THE INSPECTION (2022) (PFF31)
Jeremy Pope puts forth an emotional powerhouse of a performance in The Inspection, a film that neatly tells the based-on-real-events story in a straightforward, no frills delivery.
Directed by Elegance Bratton, The Inspection tells the story of a young gay Black Man (played by Pope) who has been living shelter to shelter after his mother kicked him out before he turns to the Marines. There he experiences prejudicial verbal and physical assaults, but ends up finding a brotherhood along the way. Pope is a marvel in this role, his command of his facial expressions just as intense as his dialogue, doing most of the heavy lifting to convey his feelings. The Inspection is not an easy watch; the depictions of the beatings he endures and the discrimination he faces is tangible. Scenes with his mother, played by Gabirelle Union, are heavy and unsettling right up until the very end. Bratton’s film largely works because he isn’t afraid to go there, to allow for the uncomfortable moments to take over the screen. It’s not the flashiest movie with a lot of it feeling low budget, but it gets the point across.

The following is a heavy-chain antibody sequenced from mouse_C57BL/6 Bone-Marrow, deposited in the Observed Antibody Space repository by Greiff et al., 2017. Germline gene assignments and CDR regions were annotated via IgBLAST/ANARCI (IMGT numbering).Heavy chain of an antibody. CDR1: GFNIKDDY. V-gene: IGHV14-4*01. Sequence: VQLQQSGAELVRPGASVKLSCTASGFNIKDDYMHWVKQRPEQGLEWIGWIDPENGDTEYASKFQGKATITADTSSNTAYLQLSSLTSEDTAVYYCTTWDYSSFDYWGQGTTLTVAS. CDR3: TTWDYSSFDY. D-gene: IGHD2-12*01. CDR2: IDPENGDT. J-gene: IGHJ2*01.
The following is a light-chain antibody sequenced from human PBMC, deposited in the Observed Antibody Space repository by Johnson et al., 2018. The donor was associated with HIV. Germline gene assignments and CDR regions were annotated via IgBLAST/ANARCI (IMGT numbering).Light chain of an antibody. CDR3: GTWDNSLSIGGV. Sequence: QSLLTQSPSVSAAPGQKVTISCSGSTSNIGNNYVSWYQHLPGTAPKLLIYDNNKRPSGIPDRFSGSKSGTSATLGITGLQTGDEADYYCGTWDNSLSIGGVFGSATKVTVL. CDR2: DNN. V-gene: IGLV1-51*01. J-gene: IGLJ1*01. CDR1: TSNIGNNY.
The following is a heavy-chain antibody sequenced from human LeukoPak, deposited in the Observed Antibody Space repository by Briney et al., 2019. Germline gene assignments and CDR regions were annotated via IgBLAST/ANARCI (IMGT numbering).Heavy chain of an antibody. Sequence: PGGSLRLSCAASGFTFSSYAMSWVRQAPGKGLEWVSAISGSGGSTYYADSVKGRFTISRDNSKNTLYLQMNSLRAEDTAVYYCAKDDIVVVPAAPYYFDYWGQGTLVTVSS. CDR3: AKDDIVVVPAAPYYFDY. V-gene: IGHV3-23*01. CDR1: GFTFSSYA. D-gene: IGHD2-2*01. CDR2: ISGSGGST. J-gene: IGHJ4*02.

Raul Castillo gives another notable performance in the film, here playing a superior of Pope’s who is also gay. His voice is unmistakable, but his emotion is a nice surprise. His character is embedded in the ranks of an obviously broken system where actions such as those depicted are protected, as are those that take part. Bratton could have leaned into that piece of it a bit more, but instead we remain focused on the Pope, a fine choice, but one that results in a more simplistic film. Still, what results is a heavy, powerful film that further cements Pope as one of the best young actors of our time.
The Inspection hits theaters Friday.